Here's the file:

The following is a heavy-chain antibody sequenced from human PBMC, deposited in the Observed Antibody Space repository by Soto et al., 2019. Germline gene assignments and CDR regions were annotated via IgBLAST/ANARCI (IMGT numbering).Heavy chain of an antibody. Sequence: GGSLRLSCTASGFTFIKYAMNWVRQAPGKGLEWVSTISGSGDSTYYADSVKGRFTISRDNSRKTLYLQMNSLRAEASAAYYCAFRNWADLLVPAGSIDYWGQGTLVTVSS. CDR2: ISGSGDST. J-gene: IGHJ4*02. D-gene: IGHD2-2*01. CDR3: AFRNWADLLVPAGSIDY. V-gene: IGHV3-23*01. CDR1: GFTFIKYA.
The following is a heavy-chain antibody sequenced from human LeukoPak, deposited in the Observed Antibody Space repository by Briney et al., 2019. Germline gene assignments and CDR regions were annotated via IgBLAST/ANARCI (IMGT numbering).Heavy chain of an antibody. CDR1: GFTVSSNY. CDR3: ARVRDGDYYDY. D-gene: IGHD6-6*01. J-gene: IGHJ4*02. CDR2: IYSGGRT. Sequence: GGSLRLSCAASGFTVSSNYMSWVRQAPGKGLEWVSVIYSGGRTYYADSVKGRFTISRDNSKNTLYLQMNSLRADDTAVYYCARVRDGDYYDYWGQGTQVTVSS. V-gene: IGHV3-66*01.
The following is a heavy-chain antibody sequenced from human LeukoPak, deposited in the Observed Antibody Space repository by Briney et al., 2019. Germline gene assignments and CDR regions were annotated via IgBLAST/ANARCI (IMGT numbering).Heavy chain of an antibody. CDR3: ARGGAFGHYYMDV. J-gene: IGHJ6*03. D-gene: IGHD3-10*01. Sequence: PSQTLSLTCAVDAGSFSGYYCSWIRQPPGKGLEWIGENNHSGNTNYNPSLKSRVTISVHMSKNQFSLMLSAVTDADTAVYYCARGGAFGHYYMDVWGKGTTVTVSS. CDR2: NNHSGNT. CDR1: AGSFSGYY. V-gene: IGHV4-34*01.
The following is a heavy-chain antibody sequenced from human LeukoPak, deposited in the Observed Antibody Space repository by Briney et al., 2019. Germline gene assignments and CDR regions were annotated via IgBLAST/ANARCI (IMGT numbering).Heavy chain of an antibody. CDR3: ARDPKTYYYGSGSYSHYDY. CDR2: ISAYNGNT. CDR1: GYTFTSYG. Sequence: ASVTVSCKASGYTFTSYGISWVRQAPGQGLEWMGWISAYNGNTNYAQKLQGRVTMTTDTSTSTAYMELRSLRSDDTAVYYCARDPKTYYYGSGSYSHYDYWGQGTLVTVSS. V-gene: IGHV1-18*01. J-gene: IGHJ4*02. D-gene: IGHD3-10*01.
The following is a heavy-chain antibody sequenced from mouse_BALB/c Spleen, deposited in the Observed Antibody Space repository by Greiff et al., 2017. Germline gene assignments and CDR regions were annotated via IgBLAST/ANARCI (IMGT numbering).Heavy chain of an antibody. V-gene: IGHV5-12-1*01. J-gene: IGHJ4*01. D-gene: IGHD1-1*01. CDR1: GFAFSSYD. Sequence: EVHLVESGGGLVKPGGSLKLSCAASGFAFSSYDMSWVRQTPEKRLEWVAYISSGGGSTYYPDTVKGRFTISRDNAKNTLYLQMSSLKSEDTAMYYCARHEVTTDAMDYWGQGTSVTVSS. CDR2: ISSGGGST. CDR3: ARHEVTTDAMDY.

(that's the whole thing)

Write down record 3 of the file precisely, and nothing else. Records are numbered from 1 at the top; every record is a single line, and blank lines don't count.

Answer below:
The following is a heavy-chain antibody sequenced from human LeukoPak, deposited in the Observed Antibody Space repository by Briney et al., 2019. Germline gene assignments and CDR regions were annotated via IgBLAST/ANARCI (IMGT numbering).Heavy chain of an antibody. CDR3: ARGGAFGHYYMDV. J-gene: IGHJ6*03. D-gene: IGHD3-10*01. Sequence: PSQTLSLTCAVDAGSFSGYYCSWIRQPPGKGLEWIGENNHSGNTNYNPSLKSRVTISVHMSKNQFSLMLSAVTDADTAVYYCARGGAFGHYYMDVWGKGTTVTVSS. CDR2: NNHSGNT. CDR1: AGSFSGYY. V-gene: IGHV4-34*01.